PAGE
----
"And you…" Jacsen's cane presses into the ground as he uses it to lean upon once again, "Must be Rowan Nayland." His lips quirk upwards at the corners when he notes, "Unmistakable because I do not know of any other young men about my father's hold that would be called pretty." He nods at the weapon the squire was forced to abandon in his pursuit of the rogue cranium, "And you'll have to spare me any ire for calling you so. Only fair, when you know me for the sight of a cripple, right?" He chuckles a bit and haltingly steps forward, offering his hand towards Rowan. "Well met."
"Hah," the slender boy shakes his head. "No, my lord, I know you for the sight of your blood." He tosses the dummy's head over his shoulder and clasps the proffered hand in both of his. For all the hands are delicate and long-fingered, there's good strength there. "I've grown up these past four years much in the company of your brothers and sister. I daresay I know their faces better than my own — and I've heard much of their prodigal brother. You've been sorely missed." He flashes a grin. "And I daresay the Terricks are prettier."
"Well, you seem to have the advantage of me," Jacsen remarks, as he looks about for a place he might reasonably seat himself. "Four years spent in my father's house, serving as squire to my very own brother… and now I hear you are to leave us." He winces slightly as he bends, making good use of a worn log like as not serving as a perch for many observers to the training work done here. "I fear I will not have the same pleasure of my siblings, getting to know you, Rowan Nayland." He stretches out his right leg, the lame one, while lightly holding to his cane, around it's middle.
"Well, I don't suppose I'm leaving any time soon," Rowan replies, throwing a long leg over the log and sitting astride. "Seems like my Lord Anton has intentions toward Lu — that is, the Lady Lucienne," he corrects himself, rubbing the back of his neck. "And as I'm now squired to his Ser Gedeon…" He looks out over the green, toward the Tower. "Right," he says softly. "We'll be about a bit longer, it seems. But… aye, my lord, I will miss this place sore when I'm gone indeed."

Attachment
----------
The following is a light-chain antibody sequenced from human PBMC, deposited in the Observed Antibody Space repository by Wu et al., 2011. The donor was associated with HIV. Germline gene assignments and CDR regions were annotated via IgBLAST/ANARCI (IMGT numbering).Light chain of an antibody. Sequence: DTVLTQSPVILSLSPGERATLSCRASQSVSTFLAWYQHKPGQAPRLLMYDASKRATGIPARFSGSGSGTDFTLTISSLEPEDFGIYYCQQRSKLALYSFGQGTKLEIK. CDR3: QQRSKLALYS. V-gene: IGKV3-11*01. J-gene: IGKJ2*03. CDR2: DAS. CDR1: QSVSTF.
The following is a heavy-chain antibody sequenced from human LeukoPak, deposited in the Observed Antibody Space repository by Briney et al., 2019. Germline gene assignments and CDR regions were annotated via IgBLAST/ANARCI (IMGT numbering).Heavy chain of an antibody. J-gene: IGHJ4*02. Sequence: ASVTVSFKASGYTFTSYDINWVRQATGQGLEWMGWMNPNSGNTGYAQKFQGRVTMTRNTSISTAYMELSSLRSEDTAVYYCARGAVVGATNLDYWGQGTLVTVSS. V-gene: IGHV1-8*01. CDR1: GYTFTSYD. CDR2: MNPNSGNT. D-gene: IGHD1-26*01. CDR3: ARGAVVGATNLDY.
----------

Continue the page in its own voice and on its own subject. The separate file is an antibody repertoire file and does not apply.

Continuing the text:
Jacsen pivots slightly to better face the squire beside him. "Mm, it would seem that he does, for all that the whole of Terrick's Roost knows of it," he remarks. His intent blue eyes search Rowan's features for a few moments, weighing the squire in no uncertain terms. "So you've traded my brother for Ser Gedeon. I suspect there is a tale to be told in the space between…" His brow rises archly. "Will you share it with me?"
The boy's dark eyes — black in the moonlight, fringed with those absurdly long lashes — cut sharply to Jacsen. "I would not have traded your brother for the world," he says softly, the statement somehow all the more passionate for its simplicity of inflection. His jaws tightens slightly, and he has to look away again, the hurt too raw to keep from his eyes. "We decided Ser Gedeon and Ser Anton would be… better tutors for my ultimate ambition of joining the Kingsguard." His throat works in a swallow. "It was — " He sighs, then shakes his head. "Never mind any of that. That's the reason we're going to tell the world, you see. The real reason is — slightly more complicated. And no, my lord, I cannot share it with you."